I loved this one on audio too! I think I listened to a different version as I don't think mine was abridged - it definitely went on for more than 12 hours! Glad you finally got around to discovering how good it is!

Beth F 11/6/14, 8:24 AM  

@Sandy -- good to be warned about the other two books.

@Jackie, the audiobook said it was unabridged, so I hope it really was.

Karen Harrington 11/6/14, 9:02 AM  

I loved this book and have now read all of Smith's novels, including his latest THE FARM.

bermudaonion 11/6/14, 9:03 AM  

I read this book when it first came out and was blown away by it. I agree with Sandy, though - Smith hasn't written anything that comes close to it since then.

Beth Hoffman 11/6/14, 10:44 AM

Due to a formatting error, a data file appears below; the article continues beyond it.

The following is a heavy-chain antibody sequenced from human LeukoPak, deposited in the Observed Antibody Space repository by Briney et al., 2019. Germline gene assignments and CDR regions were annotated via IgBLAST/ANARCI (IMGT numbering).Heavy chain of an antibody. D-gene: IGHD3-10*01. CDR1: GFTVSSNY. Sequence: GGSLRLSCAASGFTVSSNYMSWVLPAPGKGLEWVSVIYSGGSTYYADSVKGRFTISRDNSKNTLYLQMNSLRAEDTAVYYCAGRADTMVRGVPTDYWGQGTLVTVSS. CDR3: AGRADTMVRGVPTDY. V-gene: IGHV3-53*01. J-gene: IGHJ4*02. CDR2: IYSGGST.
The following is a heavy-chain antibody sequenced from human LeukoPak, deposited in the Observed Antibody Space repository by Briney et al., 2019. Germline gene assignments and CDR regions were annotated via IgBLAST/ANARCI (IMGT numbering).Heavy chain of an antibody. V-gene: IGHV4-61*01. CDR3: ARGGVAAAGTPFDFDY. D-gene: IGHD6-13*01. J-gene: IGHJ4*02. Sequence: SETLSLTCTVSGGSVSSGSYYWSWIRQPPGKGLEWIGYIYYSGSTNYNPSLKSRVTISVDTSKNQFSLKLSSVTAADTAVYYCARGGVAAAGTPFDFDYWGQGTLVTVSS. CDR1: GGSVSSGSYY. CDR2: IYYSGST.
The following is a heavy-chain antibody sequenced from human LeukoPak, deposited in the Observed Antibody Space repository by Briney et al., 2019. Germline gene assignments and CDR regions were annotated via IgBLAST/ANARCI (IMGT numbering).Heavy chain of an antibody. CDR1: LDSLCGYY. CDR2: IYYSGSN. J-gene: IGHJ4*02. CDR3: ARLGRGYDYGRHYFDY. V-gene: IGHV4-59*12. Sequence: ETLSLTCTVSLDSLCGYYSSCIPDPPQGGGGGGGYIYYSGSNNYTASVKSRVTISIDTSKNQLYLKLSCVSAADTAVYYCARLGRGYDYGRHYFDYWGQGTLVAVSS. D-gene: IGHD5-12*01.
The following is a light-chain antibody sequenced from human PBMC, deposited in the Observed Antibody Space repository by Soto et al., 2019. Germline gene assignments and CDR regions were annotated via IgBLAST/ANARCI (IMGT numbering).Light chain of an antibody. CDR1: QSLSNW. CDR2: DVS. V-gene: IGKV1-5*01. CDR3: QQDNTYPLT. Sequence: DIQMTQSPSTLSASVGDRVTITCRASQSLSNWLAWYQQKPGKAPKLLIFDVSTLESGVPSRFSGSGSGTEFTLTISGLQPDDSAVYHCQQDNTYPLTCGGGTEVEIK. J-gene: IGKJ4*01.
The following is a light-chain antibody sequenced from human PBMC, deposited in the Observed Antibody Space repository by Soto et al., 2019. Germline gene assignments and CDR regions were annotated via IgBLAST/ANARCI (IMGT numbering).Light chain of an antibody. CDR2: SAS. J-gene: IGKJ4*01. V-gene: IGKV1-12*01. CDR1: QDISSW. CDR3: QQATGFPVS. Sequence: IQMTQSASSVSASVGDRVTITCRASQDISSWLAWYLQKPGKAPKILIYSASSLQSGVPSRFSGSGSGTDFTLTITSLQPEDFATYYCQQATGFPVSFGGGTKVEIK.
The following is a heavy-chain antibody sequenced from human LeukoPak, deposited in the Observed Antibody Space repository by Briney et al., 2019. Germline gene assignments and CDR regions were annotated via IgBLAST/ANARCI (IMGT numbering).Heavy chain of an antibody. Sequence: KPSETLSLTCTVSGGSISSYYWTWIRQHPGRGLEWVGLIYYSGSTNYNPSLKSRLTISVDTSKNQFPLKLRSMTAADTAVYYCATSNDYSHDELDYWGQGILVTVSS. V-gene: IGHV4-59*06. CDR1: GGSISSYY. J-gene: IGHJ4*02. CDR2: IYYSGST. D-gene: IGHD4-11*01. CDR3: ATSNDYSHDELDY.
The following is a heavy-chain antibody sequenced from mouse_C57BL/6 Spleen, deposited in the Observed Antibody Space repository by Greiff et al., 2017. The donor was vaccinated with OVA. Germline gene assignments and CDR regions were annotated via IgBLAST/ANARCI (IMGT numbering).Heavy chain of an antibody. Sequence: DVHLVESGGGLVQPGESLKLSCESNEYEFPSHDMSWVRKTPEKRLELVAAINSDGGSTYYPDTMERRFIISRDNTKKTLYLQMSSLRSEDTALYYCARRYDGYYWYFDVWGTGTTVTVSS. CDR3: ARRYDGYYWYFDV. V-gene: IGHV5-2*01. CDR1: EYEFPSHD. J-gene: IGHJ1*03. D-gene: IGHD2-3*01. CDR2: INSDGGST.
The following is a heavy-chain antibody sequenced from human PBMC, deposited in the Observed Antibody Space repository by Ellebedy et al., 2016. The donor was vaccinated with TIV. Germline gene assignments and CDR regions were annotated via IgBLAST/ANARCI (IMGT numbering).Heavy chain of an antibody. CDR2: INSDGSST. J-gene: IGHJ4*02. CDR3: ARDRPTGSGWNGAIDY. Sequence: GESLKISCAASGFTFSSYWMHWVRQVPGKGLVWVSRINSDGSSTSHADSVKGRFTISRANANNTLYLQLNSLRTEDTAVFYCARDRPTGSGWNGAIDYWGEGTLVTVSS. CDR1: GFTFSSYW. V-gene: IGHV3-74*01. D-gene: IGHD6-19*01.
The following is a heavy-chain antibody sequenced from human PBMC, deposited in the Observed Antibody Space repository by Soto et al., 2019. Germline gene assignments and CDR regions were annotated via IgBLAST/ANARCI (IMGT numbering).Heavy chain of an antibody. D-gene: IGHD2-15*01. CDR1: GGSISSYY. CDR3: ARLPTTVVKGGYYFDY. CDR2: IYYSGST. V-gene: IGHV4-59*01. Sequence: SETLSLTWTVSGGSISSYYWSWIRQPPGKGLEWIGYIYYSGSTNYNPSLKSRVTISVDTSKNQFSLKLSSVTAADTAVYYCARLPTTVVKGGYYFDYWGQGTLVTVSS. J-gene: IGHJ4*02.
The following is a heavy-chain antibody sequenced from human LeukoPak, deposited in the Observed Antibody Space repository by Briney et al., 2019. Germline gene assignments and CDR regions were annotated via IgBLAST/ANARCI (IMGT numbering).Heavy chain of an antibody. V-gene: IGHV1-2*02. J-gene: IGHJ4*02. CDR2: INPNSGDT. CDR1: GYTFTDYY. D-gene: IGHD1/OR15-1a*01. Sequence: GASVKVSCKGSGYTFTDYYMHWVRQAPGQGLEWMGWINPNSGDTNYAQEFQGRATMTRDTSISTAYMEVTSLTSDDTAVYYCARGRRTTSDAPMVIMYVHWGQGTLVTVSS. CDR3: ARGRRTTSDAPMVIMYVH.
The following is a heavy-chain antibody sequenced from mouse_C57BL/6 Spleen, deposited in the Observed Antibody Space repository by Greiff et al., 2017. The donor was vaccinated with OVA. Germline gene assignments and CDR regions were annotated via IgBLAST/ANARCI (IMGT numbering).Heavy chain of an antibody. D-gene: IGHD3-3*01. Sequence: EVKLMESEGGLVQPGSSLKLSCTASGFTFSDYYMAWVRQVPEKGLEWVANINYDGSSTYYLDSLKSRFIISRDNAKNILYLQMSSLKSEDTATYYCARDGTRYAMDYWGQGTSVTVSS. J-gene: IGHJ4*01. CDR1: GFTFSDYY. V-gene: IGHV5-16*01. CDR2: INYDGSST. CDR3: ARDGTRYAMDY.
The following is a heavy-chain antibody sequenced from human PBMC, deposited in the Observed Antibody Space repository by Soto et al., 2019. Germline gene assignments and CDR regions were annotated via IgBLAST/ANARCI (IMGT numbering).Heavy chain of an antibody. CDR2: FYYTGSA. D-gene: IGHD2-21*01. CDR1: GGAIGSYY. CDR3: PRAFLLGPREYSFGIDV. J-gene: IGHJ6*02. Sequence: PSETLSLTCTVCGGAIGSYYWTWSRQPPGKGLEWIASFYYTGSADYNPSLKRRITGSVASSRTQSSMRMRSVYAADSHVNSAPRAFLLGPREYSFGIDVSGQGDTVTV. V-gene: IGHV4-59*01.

Where have I been? I don't recall hearing about this book, but it's now on my list!

rhapsodyinbooks 11/6/14, 11:22 AM  

I agree with Sandy; this is the best of his but they kind of go downhill from here.

Bernadette 11/6/14, 5:53 PM  

Agree that this is a fantastic book. Also concur with Sandy that the other two aren't worth it - like her I thought the second book absolutely awful, the third was not quite so bad but still a mere shadow of Child 44. If it were me I'd keep this one as a standalone read

Sarah (Sarah's Book Shelves) 11/8/14, 7:57 AM  

I have this on my TBR list - added it after reading Smith's The Farm. Now I'm even more excited about it after reading your review! I'm fascinated with life in the Soviet Union (or any country in the throes of Communism - I just read a memoir about North Korea) and this whole premise sounds so unique. I wasn't blogging when this one came out and it completely missed my radar screen.

Katherine P 11/8/14, 10:48 PM  

This sounds horrifying but compelling. I'm glad to hear that about the audio. I know very little about the Russian language so if I'm able to get the audio it will be to nice to know that inflections are what they're supposed to be.